Decentralized State Estimation using Robotic Sensor Networks
This dissertation proposes three control algorithms for active sensing with one or several autonomous robots.
The algorithms all rely on models of the information content of the sensor measurement with respect to the relative poses between sensors and subjects.
The approaches each predict how new information may impact the uncertainty in the subjects, controlling sensors to new locations or trajectories from where these uncertainties will me minimized.
The first algorithm deals with the Next-Best-View (NBV) problem for a single robot, where the goal is to control a mobile camera so that the next image of a set of possibly mobile targets will be as informative as possible.
The NBV controller is designed for a rig that hosts two cameras in a fronto-parallel arrangement, commonly known as stereo vision.
Assuming that the objects, landmarks, or targets being estimated are visible by both cameras in the rig and that these observations are corrupted by zero-mean Gaussian errors, the control algorithm moves the rig through pose space in order to reduce the expected Kalman-filtered uncertainty in the next location point-estimate.
This is done by differentiating the KF output error covariance matrix with respect to the sensor pose, which results in a nonlinear control problem.
The controller is decomposed so that first the robot computes the NBV in coordinates relative to the body-frame of the stereo rig, and then it moves in pose space to realize this view.
When an image is acquired, a switching signal changes the goal of pose control, giving rise to a stable hybrid system.
Experiments of on a real robot localizing targets in a laboratory setting are presented.
The second algorithm addresses the problem of estimating a finite set of hidden state vectors using a mobile robotic sensor network.
For every hidden state that needs to be estimated, a local Dynamic Program (DP) in the joint state-space of robot positions and state uncertainties determines robot paths and associated sequences of state observations that collectively minimize the estimation uncertainty.
It divides the collection of hidden states into clusters based on a prior belief of their geographic locations and, for each cluster, defines a second DP that determines how far along the local optimal trajectories the robot should travel before transitioning to estimating the next hidden state within the cluster.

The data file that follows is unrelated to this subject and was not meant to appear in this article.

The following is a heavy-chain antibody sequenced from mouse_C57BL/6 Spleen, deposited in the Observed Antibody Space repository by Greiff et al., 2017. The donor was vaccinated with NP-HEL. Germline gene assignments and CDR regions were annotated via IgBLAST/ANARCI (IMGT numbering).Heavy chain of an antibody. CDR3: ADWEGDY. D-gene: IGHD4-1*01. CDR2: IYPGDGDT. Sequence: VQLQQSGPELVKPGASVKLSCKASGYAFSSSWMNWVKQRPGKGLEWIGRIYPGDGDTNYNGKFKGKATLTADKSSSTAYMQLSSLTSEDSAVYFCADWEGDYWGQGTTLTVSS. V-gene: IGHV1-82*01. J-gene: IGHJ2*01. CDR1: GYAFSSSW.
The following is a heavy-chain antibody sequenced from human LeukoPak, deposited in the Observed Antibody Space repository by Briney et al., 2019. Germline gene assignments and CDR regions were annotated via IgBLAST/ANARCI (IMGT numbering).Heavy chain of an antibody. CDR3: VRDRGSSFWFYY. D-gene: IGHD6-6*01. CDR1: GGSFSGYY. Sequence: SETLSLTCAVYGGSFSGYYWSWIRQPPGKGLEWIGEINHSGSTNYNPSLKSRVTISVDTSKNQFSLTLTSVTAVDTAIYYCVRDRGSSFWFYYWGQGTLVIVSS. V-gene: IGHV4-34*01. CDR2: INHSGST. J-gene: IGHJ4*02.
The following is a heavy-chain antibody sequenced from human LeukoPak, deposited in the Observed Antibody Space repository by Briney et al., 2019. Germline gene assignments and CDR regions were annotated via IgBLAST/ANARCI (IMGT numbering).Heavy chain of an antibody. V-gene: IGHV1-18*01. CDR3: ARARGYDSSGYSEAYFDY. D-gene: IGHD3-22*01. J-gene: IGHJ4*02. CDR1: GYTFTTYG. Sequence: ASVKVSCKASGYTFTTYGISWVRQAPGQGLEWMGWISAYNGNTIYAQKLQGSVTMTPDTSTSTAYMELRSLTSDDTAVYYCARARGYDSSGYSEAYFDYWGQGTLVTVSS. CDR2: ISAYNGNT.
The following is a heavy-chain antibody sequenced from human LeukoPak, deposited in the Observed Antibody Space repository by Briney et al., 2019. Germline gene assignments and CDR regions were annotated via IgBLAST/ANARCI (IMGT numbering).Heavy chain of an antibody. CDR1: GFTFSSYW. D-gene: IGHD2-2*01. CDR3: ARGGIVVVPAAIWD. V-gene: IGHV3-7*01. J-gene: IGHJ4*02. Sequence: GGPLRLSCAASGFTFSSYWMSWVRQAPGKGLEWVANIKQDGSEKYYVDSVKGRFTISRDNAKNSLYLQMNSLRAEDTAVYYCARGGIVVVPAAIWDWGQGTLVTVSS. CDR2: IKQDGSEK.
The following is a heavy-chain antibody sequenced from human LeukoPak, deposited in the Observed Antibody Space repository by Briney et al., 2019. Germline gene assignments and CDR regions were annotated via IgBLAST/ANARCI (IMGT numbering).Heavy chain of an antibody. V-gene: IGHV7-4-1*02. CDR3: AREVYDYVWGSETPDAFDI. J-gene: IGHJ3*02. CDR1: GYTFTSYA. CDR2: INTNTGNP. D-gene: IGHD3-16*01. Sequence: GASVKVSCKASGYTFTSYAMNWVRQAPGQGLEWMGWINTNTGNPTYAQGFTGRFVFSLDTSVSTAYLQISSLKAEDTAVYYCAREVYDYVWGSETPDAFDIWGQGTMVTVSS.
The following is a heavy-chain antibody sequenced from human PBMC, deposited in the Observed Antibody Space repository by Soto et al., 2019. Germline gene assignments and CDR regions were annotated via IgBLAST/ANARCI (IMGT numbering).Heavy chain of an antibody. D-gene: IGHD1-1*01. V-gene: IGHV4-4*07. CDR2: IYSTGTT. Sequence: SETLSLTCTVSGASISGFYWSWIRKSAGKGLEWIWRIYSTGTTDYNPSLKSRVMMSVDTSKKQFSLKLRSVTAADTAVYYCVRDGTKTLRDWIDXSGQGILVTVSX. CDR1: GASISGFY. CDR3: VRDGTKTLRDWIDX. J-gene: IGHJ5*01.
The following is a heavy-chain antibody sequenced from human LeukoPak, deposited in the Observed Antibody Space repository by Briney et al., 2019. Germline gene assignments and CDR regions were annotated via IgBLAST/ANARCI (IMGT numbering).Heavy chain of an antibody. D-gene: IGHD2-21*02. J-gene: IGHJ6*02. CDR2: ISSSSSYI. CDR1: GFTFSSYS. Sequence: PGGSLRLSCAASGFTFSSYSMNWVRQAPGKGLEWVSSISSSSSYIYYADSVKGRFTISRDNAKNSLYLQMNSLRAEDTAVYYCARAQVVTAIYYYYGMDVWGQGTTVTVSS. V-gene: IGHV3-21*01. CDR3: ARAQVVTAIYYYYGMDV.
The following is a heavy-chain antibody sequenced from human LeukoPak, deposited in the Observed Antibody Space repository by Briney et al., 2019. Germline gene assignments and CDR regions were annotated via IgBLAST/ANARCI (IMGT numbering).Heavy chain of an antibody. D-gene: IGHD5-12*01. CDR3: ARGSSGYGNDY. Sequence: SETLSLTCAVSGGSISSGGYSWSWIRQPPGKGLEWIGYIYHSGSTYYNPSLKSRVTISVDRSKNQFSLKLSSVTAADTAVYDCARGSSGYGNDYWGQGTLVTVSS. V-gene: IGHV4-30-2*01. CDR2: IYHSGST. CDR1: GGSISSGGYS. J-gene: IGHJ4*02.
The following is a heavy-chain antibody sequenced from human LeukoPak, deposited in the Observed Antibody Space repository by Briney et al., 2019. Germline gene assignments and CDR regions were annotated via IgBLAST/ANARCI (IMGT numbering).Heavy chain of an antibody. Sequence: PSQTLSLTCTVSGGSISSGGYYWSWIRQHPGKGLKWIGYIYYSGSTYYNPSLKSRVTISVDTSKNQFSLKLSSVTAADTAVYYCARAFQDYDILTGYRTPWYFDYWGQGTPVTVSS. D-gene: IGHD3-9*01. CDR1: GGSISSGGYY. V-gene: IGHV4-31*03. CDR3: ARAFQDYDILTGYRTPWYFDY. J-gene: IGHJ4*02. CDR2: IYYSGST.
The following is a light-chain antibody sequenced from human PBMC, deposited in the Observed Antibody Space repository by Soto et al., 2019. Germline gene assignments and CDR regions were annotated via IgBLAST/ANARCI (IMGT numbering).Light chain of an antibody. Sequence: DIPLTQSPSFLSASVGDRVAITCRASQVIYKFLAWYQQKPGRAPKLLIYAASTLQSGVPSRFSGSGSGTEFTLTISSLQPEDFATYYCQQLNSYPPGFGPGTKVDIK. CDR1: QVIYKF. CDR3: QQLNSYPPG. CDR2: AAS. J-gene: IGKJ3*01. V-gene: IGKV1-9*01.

Finally, a distributed assignment algorithm dynamically allocates controllers to the robot team from the set of optimal control policies at every cluster.
Assuming Gaussian priors on the hidden state vectors, the distributed state estimation method scales gracefully to large teams of mobile robots and hidden vectors and provide extensive simulations and real-world experiments using stereoscopic vision sensors to illustrate the approach.
The third chapter addresses the problem of controlling a network of mobile sensors so that a set of hidden states are estimated up to a user-specified accuracy. The sensors take measurements and fuse them online using an Information Consensus Filter (ICF). At the same time, the local estimates guide the sensors to their next best configuration. This leads to an LMI-constrained optimization problem that we solve by means of a new distributed random approximate projections method. The new method is robust to the state disagreement errors that exist among the robots as the ICF fuses the collected measurements. Assuming that the noise corrupting the measurements is zero-mean and Gaussian and that the robots are self localized in the environment, the integrated system converges to the next best positions from where new observations will be taken. This process is repeated with the robots taking a sequence of observations until the hidden states are estimated up to the desired user-specified accuracy. It presents simulations of sparse landmark localization, where the robotic team is achieves the desired estimation tolerances while exhibiting interesting emergent behavior.
Experiments of the first two algorithms are also presented.
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